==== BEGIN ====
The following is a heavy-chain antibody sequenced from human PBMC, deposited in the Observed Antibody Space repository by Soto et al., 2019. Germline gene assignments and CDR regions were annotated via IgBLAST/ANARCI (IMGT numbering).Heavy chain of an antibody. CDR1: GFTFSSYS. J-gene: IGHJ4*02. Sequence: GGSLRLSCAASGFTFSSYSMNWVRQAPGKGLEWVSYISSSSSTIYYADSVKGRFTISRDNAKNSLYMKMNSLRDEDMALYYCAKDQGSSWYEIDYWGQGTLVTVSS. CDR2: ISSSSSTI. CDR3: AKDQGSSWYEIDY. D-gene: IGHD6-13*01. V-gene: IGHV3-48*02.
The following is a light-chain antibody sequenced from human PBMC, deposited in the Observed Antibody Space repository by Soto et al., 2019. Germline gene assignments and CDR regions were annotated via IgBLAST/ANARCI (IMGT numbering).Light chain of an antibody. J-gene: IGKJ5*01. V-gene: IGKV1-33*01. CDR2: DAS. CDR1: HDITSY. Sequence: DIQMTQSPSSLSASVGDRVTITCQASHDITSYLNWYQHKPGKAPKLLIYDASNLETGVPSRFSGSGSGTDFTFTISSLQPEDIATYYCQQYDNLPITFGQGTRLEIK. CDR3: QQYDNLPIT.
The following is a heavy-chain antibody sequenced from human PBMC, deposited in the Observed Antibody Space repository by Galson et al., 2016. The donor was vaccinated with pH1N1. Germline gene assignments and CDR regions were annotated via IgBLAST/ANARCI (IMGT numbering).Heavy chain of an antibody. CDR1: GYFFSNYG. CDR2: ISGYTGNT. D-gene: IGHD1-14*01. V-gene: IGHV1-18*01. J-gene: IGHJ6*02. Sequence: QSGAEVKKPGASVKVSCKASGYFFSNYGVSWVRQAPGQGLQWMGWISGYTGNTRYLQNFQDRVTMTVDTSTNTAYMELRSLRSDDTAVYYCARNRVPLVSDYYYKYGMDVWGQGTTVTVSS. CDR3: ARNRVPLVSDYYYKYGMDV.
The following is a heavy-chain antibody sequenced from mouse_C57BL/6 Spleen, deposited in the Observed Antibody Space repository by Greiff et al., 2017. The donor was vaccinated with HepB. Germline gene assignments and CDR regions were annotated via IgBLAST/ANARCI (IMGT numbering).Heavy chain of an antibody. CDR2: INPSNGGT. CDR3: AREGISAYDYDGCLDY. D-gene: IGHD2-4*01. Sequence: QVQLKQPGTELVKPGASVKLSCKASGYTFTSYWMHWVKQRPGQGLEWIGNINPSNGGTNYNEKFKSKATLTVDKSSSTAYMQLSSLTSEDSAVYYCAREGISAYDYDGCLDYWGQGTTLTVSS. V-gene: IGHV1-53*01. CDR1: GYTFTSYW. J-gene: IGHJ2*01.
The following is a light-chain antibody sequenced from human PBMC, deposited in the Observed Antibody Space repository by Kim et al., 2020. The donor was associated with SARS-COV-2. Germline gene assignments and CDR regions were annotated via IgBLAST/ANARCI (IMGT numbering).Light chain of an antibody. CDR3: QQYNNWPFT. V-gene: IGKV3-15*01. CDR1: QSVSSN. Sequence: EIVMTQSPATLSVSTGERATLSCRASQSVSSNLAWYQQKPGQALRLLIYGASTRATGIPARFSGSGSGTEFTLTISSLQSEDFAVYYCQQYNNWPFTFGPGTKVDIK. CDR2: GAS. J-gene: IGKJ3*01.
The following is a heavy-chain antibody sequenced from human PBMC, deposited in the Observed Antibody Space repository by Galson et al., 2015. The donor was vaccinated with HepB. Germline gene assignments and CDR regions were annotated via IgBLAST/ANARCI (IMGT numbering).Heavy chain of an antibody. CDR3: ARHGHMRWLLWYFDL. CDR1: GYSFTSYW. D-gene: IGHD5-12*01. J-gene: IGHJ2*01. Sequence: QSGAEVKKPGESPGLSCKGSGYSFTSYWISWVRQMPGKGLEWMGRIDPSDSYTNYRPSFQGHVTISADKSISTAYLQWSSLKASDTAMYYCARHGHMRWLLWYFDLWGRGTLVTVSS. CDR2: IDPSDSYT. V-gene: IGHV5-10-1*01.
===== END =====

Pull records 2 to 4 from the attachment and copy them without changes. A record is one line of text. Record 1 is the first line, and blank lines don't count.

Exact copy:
The following is a light-chain antibody sequenced from human PBMC, deposited in the Observed Antibody Space repository by Soto et al., 2019. Germline gene assignments and CDR regions were annotated via IgBLAST/ANARCI (IMGT numbering).Light chain of an antibody. J-gene: IGKJ5*01. V-gene: IGKV1-33*01. CDR2: DAS. CDR1: HDITSY. Sequence: DIQMTQSPSSLSASVGDRVTITCQASHDITSYLNWYQHKPGKAPKLLIYDASNLETGVPSRFSGSGSGTDFTFTISSLQPEDIATYYCQQYDNLPITFGQGTRLEIK. CDR3: QQYDNLPIT.
The following is a heavy-chain antibody sequenced from human PBMC, deposited in the Observed Antibody Space repository by Galson et al., 2016. The donor was vaccinated with pH1N1. Germline gene assignments and CDR regions were annotated via IgBLAST/ANARCI (IMGT numbering).Heavy chain of an antibody. CDR1: GYFFSNYG. CDR2: ISGYTGNT. D-gene: IGHD1-14*01. V-gene: IGHV1-18*01. J-gene: IGHJ6*02. Sequence: QSGAEVKKPGASVKVSCKASGYFFSNYGVSWVRQAPGQGLQWMGWISGYTGNTRYLQNFQDRVTMTVDTSTNTAYMELRSLRSDDTAVYYCARNRVPLVSDYYYKYGMDVWGQGTTVTVSS. CDR3: ARNRVPLVSDYYYKYGMDV.
The following is a heavy-chain antibody sequenced from mouse_C57BL/6 Spleen, deposited in the Observed Antibody Space repository by Greiff et al., 2017. The donor was vaccinated with HepB. Germline gene assignments and CDR regions were annotated via IgBLAST/ANARCI (IMGT numbering).Heavy chain of an antibody. CDR2: INPSNGGT. CDR3: AREGISAYDYDGCLDY. D-gene: IGHD2-4*01. Sequence: QVQLKQPGTELVKPGASVKLSCKASGYTFTSYWMHWVKQRPGQGLEWIGNINPSNGGTNYNEKFKSKATLTVDKSSSTAYMQLSSLTSEDSAVYYCAREGISAYDYDGCLDYWGQGTTLTVSS. V-gene: IGHV1-53*01. CDR1: GYTFTSYW. J-gene: IGHJ2*01.